Describing pain to someone who doesn’t experience the same thing can be tricky, but there are some things to keep in mind in the process. Continue reading for tips on how to describe back pain to your doctor.
Back pain and neck pain are subjective. Few, if any, definitive tests exist that can accurately measure and diagnose the experience. And pain levels fluctuate, in terms of timing, intensity, and quality, which make it nearly impossible to use objective testing methods such as an MRI or CT scan to get a true picture of what you experience on a day to day basis.
Just the same, a big responsibility you have in the quest for the right treatment is to clearly describe your back pain to your healthcare provider. Sometimes that can be an art form in itself.
To prepare for that all-important conversation with your healthcare provider, you might consider keeping a pain journal for a few weeks leading up to your appointment. In fact, many people who live with persistent pain are long-term committed journal keepers. For them, a pain journal is a necessary element of their pain management program.
Below are some of the bits of information healthcare providers try to elicit from their pain patients during the medical history portion of the diagnostic process.
Note the Intensity of Your Pain
How bad does it hurt? Knowing this is one of the first steps to working collaboratively with your healthcare provider. Intensity is a measure of the strength of felt pain signals.
As the patient, this is probably the most important part of the ordeal for you. Many healthcare providers will ask you to fill out a visual chart of some sort. You may be asked to rate the intensity of your pain with a number, or by picking a “face” that represents how the pain makes you feel; this is called the “oucher” or “faces” chart. The “faces” in the oucher chart go from happy and smiling to crying.
Use Words that Describe the Pain
The quality of your pain may mean something about what’s causing it. For example, if you experience burning, stabbing or electrical sensations down one leg or arm, it may indicate a compressed or irritated spinal nerve root (which is called radiculopathy).
If you can expand the pain vocabulary you use in your journal, you may find communicating with your healthcare provider is easier and more fruitful for you.
The McGill Pain Questionnaire from McGill University in Canada provides a series of descriptive words that some healthcare providers will use to try to get an insight into your pain, whether during the initial diagnostic process or at the follow-up and monitoring experiences.3 The words are categorized according to 3 questions that may help you describe the pain. They are:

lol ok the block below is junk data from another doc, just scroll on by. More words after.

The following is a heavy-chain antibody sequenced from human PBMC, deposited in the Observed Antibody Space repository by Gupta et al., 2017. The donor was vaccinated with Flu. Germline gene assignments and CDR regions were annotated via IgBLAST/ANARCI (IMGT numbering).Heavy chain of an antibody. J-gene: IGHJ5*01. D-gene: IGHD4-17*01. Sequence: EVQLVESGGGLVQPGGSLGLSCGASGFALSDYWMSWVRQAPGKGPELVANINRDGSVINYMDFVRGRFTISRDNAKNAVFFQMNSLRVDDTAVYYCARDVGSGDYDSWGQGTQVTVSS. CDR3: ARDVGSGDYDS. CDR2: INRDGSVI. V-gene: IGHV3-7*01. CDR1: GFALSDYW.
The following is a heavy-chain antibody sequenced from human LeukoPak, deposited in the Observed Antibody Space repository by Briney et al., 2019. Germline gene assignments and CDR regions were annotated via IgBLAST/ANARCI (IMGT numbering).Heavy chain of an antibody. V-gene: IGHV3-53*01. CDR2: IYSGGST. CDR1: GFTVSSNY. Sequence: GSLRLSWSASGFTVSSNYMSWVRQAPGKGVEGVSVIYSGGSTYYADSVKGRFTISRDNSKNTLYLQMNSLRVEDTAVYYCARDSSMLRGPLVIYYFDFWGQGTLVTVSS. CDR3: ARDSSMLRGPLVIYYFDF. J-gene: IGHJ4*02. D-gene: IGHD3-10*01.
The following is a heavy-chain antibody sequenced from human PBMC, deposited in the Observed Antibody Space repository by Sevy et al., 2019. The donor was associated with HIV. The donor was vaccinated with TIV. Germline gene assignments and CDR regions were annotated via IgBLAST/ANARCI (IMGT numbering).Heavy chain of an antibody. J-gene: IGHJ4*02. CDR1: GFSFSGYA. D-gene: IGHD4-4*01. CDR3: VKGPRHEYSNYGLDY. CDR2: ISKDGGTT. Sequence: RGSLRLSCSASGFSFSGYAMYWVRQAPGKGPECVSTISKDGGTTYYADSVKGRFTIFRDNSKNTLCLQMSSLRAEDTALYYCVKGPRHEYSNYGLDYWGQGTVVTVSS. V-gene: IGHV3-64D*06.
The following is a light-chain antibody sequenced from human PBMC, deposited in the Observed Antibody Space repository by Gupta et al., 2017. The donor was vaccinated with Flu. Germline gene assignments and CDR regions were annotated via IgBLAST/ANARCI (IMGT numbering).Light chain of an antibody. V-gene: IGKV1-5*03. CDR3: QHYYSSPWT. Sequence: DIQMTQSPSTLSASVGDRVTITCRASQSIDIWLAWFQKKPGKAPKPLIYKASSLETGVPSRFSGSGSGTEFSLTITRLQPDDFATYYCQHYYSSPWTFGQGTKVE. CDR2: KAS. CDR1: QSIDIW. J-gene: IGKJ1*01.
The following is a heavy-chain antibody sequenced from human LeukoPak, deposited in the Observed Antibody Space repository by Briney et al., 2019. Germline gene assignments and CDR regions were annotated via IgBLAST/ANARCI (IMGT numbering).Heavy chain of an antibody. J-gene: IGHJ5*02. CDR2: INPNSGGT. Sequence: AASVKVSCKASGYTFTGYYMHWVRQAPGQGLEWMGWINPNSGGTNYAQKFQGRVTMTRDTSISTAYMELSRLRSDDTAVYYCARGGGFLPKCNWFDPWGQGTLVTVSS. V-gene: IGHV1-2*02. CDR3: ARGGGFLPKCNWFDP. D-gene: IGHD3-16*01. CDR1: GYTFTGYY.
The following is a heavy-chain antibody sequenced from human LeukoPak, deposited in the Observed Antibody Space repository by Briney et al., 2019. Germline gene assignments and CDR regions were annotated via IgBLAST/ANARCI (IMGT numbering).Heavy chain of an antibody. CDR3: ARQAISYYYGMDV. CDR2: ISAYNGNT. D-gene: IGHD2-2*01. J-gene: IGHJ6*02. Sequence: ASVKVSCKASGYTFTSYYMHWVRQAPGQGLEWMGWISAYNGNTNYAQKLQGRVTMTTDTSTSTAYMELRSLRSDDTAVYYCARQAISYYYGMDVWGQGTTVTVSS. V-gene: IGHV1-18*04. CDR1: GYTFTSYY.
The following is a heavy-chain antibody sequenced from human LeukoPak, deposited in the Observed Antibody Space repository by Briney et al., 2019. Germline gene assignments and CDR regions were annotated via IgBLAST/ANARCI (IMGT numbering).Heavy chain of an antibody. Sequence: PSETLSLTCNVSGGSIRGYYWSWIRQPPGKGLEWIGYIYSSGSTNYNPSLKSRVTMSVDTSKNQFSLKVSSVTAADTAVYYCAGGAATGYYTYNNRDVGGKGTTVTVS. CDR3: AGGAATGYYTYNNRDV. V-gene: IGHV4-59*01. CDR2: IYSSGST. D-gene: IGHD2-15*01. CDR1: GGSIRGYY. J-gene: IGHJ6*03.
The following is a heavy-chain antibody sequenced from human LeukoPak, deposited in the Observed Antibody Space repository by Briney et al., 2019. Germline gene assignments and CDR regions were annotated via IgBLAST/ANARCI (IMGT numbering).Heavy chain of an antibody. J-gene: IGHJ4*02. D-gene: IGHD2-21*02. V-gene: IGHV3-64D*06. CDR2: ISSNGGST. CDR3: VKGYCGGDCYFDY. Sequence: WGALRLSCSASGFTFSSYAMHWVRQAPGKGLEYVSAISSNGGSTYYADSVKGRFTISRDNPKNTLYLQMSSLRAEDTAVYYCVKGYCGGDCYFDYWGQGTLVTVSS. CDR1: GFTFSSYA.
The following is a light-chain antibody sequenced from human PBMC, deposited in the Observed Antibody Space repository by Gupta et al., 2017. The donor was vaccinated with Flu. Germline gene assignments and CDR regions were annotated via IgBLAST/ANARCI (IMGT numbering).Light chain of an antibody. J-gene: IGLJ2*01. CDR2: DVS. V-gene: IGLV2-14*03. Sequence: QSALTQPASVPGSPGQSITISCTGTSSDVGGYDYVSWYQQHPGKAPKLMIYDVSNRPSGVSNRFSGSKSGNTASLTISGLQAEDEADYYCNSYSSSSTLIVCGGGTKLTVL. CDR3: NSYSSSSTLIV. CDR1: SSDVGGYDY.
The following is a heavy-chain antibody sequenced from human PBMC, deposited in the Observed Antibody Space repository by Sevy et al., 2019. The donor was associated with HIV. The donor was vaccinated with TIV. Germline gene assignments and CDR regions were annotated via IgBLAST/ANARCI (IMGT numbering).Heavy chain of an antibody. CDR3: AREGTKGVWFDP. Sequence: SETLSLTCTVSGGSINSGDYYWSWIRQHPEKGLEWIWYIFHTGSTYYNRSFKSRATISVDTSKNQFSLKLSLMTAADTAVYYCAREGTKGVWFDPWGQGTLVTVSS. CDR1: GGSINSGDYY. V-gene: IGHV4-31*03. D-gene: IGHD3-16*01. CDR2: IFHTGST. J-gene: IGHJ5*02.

- What does your pain feel like? Expanding your existing vocabulary with more descriptive words may come in handy here.
- How does your pain change with time? Example words include constant, intermittent, at night only, etc.
- How strong is your pain? With this category of questions, we’re back to the intensity piece discuss above.
Examples of descriptive words that describe pain, taken from the McGill Pain Questionnaire, include flickering, nauseating, rhythmic, squeezing, blinding, boring. These are just a few, but hopefully, you get the idea. The more expansive you can be with your language while keeping it accurate, the better your communication with your healthcare provider will likely be.
Identify the Location of Your Pain
Where you feel the pain may not be where the problem is. If a nerve root is affected, for example, the pain may radiate down an arm or leg, as is the case in radiculopathy.
If you have trigger points or other myofascial pain, you might experience referred pain or pain located in an area that is seemingly unrelated to the actual site of the problem. And, pain may be located in more than one area of the body.
For this and other reasons, healthcare providers often use a body diagram to track the location of the pain as it changes (or doesn’t) over time. In the initial assessment, the body diagram also helps your healthcare provider or PT to get right down to business by providing a quick snapshot of the main thrust of your complaint.
As part of your medical interview, your healthcare provider might use the information you provide in the body diagram to probe for more details.
Clarify the Timing of Your Pain
The “when” of back pain, if it comes on suddenly or gradually, if it is present constantly or only sometimes, or if there is a particular time of day when it always shows up, is key information to your healthcare provider as she or he goes through the process of determining a diagnosis.6 Healthcare providers evaluate changes in pain patterns to monitor your progress and to be on the lookout for new problems.
Understanding your individual patterns of pain may also help your healthcare provider determine the best time for you to take medication.
More specifically, pain may come and go, which is called intermittent pain, or it can always be there, but with fluctuating severity. This second version is called variable pain.
People with variable pain may also experience breakthrough pain and background pain. Breakthrough pain is a temporary condition where pain is extremely severe and may benefit from medication or a specific pain management strategy. Background pain is of lower severity but is fairly constant.
There’s also stable pain, where the pain, which also includes its intensity, is always constant.